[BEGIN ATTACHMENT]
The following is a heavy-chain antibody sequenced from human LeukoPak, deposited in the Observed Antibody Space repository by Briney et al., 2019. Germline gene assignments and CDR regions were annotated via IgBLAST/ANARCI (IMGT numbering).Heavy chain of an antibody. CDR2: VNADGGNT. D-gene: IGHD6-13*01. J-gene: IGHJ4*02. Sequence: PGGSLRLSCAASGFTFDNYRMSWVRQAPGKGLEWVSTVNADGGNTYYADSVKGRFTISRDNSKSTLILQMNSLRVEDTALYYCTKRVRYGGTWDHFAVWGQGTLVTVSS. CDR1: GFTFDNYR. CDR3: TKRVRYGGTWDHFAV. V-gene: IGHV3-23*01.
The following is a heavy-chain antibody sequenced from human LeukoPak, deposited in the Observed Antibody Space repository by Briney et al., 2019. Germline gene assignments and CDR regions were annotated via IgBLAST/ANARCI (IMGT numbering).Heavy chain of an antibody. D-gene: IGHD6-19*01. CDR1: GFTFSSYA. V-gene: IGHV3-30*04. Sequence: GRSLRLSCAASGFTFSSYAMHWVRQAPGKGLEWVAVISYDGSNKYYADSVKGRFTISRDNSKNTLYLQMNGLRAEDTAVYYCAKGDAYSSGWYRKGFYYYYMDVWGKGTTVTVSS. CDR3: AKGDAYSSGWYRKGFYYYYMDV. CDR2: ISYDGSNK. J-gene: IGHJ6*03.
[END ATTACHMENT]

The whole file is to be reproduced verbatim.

The following is a heavy-chain antibody sequenced from human LeukoPak, deposited in the Observed Antibody Space repository by Briney et al., 2019. Germline gene assignments and CDR regions were annotated via IgBLAST/ANARCI (IMGT numbering).Heavy chain of an antibody. CDR2: VNADGGNT. D-gene: IGHD6-13*01. J-gene: IGHJ4*02. Sequence: PGGSLRLSCAASGFTFDNYRMSWVRQAPGKGLEWVSTVNADGGNTYYADSVKGRFTISRDNSKSTLILQMNSLRVEDTALYYCTKRVRYGGTWDHFAVWGQGTLVTVSS. CDR1: GFTFDNYR. CDR3: TKRVRYGGTWDHFAV. V-gene: IGHV3-23*01.
The following is a heavy-chain antibody sequenced from human LeukoPak, deposited in the Observed Antibody Space repository by Briney et al., 2019. Germline gene assignments and CDR regions were annotated via IgBLAST/ANARCI (IMGT numbering).Heavy chain of an antibody. D-gene: IGHD6-19*01. CDR1: GFTFSSYA. V-gene: IGHV3-30*04. Sequence: GRSLRLSCAASGFTFSSYAMHWVRQAPGKGLEWVAVISYDGSNKYYADSVKGRFTISRDNSKNTLYLQMNGLRAEDTAVYYCAKGDAYSSGWYRKGFYYYYMDVWGKGTTVTVSS. CDR3: AKGDAYSSGWYRKGFYYYYMDV. CDR2: ISYDGSNK. J-gene: IGHJ6*03.